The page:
Why agile isn't enough for many software projects

Why agile isn't enough for many software projects

Summary: Agile and scrum — which encourage team-based partnerships between developers and end users — don't work well within large or complex environments, an expert has warned.

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Agile methodologies such as scrum are good practices for software development teams, but they become problematic for large projects. Developers should be willing to "step back" from agile to incorporate other methodologies to get the job done.

That's the advice of Mark Lines, partner with Scott Ambler & Associates, who argues that while scrum is a good starting point for agile in the organization, it falls apart when large teams are required, or if software development takes place in different locations across the globe.

"Scrum assumes you work in small teams, ideally collocated in one room," he pointed out in a recent interview (see video, below). "You don't have to talk to other teams in regards to architecture requirements and things. You can make all the decisions about the project yourself."

However, most agile teams don't all work in the same room, or even in the same city, for that matter. To offer new ways to address these challenges, Lines and Scott Ambler published a book, Disciplined Agile Delivery: A Practitioner's Guide to Agile Software Delivery in the Enterprise, which surveys available alternatives to simple agile practices. Disciplined Agile Development (DAD) is a decision process framework that "brings together some of the good practices from the disparate set of methods that out there and combine it into a whole," Lines said.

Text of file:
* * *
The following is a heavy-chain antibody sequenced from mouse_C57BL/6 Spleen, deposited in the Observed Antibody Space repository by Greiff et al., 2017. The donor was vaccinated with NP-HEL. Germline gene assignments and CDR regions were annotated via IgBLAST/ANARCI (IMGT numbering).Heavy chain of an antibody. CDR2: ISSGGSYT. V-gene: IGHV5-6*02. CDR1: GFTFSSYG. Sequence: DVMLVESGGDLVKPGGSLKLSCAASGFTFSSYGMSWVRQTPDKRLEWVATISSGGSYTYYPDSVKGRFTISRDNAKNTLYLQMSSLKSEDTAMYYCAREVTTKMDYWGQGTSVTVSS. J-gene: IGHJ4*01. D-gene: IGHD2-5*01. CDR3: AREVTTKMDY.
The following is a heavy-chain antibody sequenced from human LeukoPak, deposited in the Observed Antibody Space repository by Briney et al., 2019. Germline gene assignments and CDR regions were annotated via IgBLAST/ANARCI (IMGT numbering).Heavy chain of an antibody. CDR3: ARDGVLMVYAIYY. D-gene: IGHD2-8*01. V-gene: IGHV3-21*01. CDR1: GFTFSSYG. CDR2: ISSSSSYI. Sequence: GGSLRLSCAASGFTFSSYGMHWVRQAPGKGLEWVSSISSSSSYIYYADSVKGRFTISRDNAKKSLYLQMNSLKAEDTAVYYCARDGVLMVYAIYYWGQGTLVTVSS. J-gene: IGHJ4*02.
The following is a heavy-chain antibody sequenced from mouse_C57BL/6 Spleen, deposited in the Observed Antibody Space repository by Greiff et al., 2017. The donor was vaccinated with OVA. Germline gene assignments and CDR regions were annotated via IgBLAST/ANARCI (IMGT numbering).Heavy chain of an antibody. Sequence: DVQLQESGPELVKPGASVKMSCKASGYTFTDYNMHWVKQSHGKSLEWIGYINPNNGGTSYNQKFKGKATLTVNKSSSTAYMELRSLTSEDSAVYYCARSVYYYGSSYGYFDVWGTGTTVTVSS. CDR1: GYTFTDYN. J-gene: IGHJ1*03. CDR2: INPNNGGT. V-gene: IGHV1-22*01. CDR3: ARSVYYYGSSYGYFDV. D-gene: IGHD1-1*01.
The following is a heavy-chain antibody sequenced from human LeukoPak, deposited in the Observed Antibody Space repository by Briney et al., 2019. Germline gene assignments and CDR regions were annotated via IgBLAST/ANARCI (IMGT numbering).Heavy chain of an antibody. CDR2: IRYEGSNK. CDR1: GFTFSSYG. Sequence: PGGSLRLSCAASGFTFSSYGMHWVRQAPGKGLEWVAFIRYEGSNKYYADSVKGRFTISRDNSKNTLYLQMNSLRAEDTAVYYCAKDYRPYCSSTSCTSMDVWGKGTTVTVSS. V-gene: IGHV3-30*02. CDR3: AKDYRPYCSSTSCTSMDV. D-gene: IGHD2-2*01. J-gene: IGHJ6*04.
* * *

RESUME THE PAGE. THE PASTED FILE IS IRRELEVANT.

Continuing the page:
"It would be nice if we were all collocated in small teams, and we didn't have to talk to anybody else, but that's not a reality," he continues. "What if you're in situations where you need to more than what a classic agile project would ask for?" Examples of software projects beyond the scope of agile include applications subject to regulatory mandates, or complex programs such as software for rocket ships or medical devices.

Teams are larger than two to nine people like scrum would prefer. There are a lot of other concerns in the enterprise, like architecture, database standards, and governance, that haven't been talked about with other methods."

"Were seeing Agile projects with 300-person teams. You cant obviously be collocated, so you have to figure out a way to make that successful and still be agile," he said. Also, you have off-shoring ... outsourcing, distributed teams, technically complex, functionally complex applications."

By applying DAD, developers pull in the best practices across a range of methodologies.

Topics: Enterprise Software, IT Priorities

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4 comments
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  • Very nice

    Thanks for sharing. I will most certainly pass it on. BTW, the video seems to be embedded twice by accident.
    gamoniac
  • How Would You Characterize Linux Kernel Development?

    15 million lines of source code, around a thousand active contributors submitting 11,000 lines of changes per day (about half of that new code), managing a new major stable release every three months. Running on two dozen different major processor architectures.

    Does that fit your definition of "agile"?
    ldo17
  • Scrum works just fine long distance

    I do it regularly. Have these people never heard of Skype?
    Mac_PC_FenceSitter
  • Broad statements, squishy terminology

    When the term Scrum is used, we know this is referring to very specific practices. The term "agile" however lacks formal boundaries. I often find commentary peppered with the word agile to be meaningless.

    Lack of collocation (as defined here as individuals being face-to-face) is going to negatively impact collaboration regardless of the methodology used. This is not a "Scrum problem" - and I don't buy that it is worse in Scrum than other methodologies (or lack thereof).

    Also find it curious that someone would coin regulatory guidelines as "out of scope" on any credible project approach but I guess I need to read the book.
    B.A.